Information is welcome; notices telling us what steps the store has taken to look after us all, and, what is expected from us in return. Yes, we will wait outside, patiently queue at a distance - and happily pay with a card. Hand sanitiser at the entrance is reassuring to us and will use it with fervour.

But what of the menu? What do coffee drinking customers expect now? Things are different and simpler menus are easier all round. If drinks are too convoluted to select or make, it gets complicated and takes too long. People are skittish and don’t want to hang around; simple is acceptable.

"Simple needn't mean boring. A stripped back, high quality menu will win the day!"

One cup size, maybe two, would not lead to a riot, especially in an independent café. Milk expectations are now more modest, with a single dairy milk type on offer unlikely to raise any eyebrows. Plant-based alternatives may still be a necessity to many, but perhaps a focus on the favourites is sufficient - soya and oat came up as the winners amongst my friends. And certainly, the long life and retailability of these milks is enticing in uncertain times.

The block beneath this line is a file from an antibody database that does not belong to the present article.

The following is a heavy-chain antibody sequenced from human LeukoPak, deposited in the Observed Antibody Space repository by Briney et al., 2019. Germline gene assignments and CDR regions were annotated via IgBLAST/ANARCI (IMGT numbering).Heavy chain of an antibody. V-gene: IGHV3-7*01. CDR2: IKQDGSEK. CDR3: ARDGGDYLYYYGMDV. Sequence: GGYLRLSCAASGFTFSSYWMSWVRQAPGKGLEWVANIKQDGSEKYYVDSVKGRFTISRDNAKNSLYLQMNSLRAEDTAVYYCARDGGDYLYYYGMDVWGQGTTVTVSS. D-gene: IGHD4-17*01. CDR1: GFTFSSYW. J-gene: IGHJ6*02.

One of my interviewees made a point of saying that she no longer expects milk to be available for self-serve. Another would no longer expect sites to accept her own travel cup and she thought that was ok. One was forthright in his expectations; no pi**ing around or pretentious single estate hand brewed underwater stuff that takes too long. My friends are varied and generous with their views.

A stripped back, high quality menu of simple drinks will win the day!

I salute all coffee owners and operators who are open - or preparing to do so. Yours is a tough road ahead. Like consumers, you will adapt, innovate, and adapt again, as we learn to navigate our new reality. A stripped-down menu option is acceptable - but simple does not have to mean boring or badly made. Perhaps in “The Before” we believed that making things more complicated meant an implicit improvement in quality. In “The After” however, less is coming to mean so much more. So, as a customer, whilst I expect a less complicated menu, deep down I hope that batch brew will sit at the top. And yes I want the single origin if it’s fresh, glorious and interesting; because I never needed interesting more so than right now.

“Ultimately, I hope my local café will offer simple but irresistible things that are worth queuing for.”

We all want our own Goldilocks coffee; operators will implement their ‘just right' coffee menus and customers will pursue their own perfect coffee worth queuing for. We need each other to make the new café landscape work. Ultimately, I hope my local café will offer simple but irresistible things that are worth queuing for. A fresh batch-brew filter coffee or a simple flat white; served quickly and safely, ideally with a smile; from a person I happen not to live with.